“The high tech era has taught people to expect constant innovation; when companies fall behind, consumers are quick to punish them. Late and inadequate: for Nokia, it was a deadly combination.” The New Yorker, James Surowiecki, September 3, 2013.

Functional excellence is no longer good enough.  Supply Chains are in danger of being punished by consumers, who have the balance of power, if they don’t establish end-to-end control. And, not just for agility & speed, but to leverage the business strategy.


Posted in Demand management, Gartner Supply Chain Managment, General News, Sales and operations planning (S&OP), Supply Chain Events, Supply chain management


Elephant in the Room: Thoughts on Metrics That Matter in Semiconductor and Hard Disk Drives

Published August 29th, 2014 by CJ Wehlage 0 Comments

Metrics That Matter in Semiconductor and Hard Disk Drives

Supply Chain Insights recently published a Metrics That Matter report covering both the Semiconductor and Hard Disk Drive (HDD) industries. Despite being hit hard by the recent recession, overall the research shows that these two industries have fared well over the last decade and are positioned to continue that success.

Success, provided they monitor the 7 “elephants” in the room.

Consolidation

Notice in the Supply Chain Insights report, there are only two HDD companies.  That industry has already gone through consolidations.  Semiconductor is poised to consolidate, which will have huge impact on the metrics.  It’s already happening with Avago/LSI, RF Micro/TriQuint, Micron/Elpida, MediaTek/MStar and Fujitsu/Panasonic.  Speed to integrate the planning functions during an acquisition is critical.

Profitability

With the OEM’s driving down the price, the semiconductor/HDD companies will have to follow (or innovate new products).  Lower price means lower profitability. This will begin to impact the semi/HDD ability to raise capital and innovate/expand.  Cost pressures and faster time to market in the planning processes will be required.

Global pressure

Consider that the Chinese and India governments are investing in the semiconductor industry.  With China already a source for semiconductor raw materials and the China/India end consumer market growing, there will be pressure to supply chips and hard drives to local China/India OEM’s first.  This could create a shortage in the US/Europe OEM chain.  Understanding inventory planning will take on a new dynamic.

Of course, like any industry, Semiconductor and HDD manufactures are faced with a set of unique challenges in their space that puts their supply chain at risk.  The largest risk being a balance between shrinking product lifecycles in the OEM world versus expensive asset utilization.  We are at a time where consumer electronic brands have a 9 month (that’s 270 days) lifecycle, while Semiconductor & HDD supply chains have 6 month component lead-time, with 3-5 year depreciation of capacity.  After reading the research, I would summarize the main obstacles as follows:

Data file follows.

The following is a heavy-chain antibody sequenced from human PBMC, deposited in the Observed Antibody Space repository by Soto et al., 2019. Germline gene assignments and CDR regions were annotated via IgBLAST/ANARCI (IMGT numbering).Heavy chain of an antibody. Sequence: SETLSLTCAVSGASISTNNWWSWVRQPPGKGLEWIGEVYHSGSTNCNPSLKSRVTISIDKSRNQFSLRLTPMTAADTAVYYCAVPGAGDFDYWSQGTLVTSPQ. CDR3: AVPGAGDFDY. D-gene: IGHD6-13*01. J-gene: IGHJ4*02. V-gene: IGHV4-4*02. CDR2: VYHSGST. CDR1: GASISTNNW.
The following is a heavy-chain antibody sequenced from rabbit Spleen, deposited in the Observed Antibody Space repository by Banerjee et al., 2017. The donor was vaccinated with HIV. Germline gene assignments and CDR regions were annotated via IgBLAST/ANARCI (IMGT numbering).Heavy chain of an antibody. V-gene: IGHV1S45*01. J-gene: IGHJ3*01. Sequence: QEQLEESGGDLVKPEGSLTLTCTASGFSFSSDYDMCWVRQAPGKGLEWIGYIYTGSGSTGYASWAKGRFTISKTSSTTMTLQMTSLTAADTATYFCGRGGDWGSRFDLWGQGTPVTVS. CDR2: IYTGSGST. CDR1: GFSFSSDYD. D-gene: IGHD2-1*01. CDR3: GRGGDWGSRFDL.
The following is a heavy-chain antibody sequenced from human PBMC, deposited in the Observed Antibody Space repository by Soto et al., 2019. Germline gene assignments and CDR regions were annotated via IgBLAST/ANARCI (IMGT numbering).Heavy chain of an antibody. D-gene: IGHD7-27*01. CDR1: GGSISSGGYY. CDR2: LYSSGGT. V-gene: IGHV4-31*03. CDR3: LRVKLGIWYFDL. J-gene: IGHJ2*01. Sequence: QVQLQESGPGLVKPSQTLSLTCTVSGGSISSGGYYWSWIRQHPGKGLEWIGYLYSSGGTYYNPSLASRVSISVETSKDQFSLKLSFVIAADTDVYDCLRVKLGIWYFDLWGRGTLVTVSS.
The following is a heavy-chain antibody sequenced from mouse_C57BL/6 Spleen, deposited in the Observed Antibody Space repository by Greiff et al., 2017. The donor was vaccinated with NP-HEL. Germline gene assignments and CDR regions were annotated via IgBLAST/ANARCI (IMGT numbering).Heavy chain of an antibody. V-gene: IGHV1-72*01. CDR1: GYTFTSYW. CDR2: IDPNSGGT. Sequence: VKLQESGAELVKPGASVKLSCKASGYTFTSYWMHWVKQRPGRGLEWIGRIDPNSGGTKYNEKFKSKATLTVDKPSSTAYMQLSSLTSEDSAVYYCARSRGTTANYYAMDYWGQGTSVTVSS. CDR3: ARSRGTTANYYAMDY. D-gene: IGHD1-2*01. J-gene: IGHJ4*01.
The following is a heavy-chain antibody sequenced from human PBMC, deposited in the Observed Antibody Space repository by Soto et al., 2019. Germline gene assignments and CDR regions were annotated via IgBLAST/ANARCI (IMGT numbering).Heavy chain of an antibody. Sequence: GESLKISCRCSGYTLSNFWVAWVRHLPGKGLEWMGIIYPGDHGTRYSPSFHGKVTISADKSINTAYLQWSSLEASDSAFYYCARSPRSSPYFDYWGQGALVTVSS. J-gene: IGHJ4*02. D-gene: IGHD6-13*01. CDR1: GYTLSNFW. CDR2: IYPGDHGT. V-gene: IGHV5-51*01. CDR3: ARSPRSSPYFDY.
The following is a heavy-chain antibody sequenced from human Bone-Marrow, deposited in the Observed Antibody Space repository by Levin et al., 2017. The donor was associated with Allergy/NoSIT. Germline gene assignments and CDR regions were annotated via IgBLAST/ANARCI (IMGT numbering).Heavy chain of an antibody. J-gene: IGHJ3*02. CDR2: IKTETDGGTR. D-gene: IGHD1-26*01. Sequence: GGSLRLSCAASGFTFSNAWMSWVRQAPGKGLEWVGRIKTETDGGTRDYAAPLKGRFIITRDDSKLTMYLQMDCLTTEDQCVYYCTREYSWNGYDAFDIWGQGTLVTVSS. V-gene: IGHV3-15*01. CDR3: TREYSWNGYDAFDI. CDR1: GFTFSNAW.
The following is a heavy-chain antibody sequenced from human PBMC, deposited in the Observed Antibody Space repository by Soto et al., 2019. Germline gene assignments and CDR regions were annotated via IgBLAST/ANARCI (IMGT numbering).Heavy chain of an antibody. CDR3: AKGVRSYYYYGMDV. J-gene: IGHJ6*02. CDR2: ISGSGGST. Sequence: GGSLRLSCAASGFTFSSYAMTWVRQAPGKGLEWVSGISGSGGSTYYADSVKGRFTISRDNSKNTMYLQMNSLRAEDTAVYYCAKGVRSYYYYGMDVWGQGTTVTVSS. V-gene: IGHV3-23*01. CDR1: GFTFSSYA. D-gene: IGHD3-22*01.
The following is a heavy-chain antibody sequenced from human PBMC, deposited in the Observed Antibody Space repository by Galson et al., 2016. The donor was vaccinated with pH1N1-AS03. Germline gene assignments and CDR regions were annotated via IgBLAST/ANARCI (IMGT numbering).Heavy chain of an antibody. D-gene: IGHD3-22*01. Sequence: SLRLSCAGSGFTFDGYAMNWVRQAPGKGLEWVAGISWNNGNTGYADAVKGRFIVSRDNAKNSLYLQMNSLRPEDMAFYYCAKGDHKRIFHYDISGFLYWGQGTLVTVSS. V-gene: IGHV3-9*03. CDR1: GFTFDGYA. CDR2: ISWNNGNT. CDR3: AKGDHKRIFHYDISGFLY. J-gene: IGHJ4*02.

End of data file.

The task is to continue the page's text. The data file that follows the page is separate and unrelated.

Position in the Supply Chain

As suppliers of technology embedded in more complex products, Semiconductors and HDD manufacturers find themselves further back in the supply chain, often 3-5 levels down. This can make it difficult (compared to those closer to the front of the supply chain) to find balance in what Supply Chain Insights calls the Effective Frontier – growth, profitability, cycle and complexity. The ‘bullwhip effect’ certainly plays a role here, creating wide fluctuations (over and under) of supply and demand – due to disorganization, lack of communication or miscommunication, incorrect demand information, etc. – as information moves down the supply chain to the manufacturer.

Potential for Tightening Margins

Related to their position in the supply chain, competitive and consumer pressures that drive down pricing are often pushed down the supply chain, forcing suppliers to tighten their costs.

Supply Chain Length

Reliance on suppliers beyond the US borders has extended the length of the supply chain, and opened it up to significantly more risk, as demonstrated by the impact of the Thailand flooding on both the Semiconductor and HDD segments.

Growing Complexity

As one of several suppliers contributing to the creation of a single product, Semiconductor and HDD manufacturers are susceptible to issues experienced by others in the supply chain, as explained by Broadcom in the Supply Chain Insights report: “Our products are incorporated into complex devices and systems, creating supply chain cross-dependencies. Accordingly, supply chain disruptions affecting components of our customers’ devices and/or systems could negatively impact the demand for our products, even if the supply of our products is not directly affected.”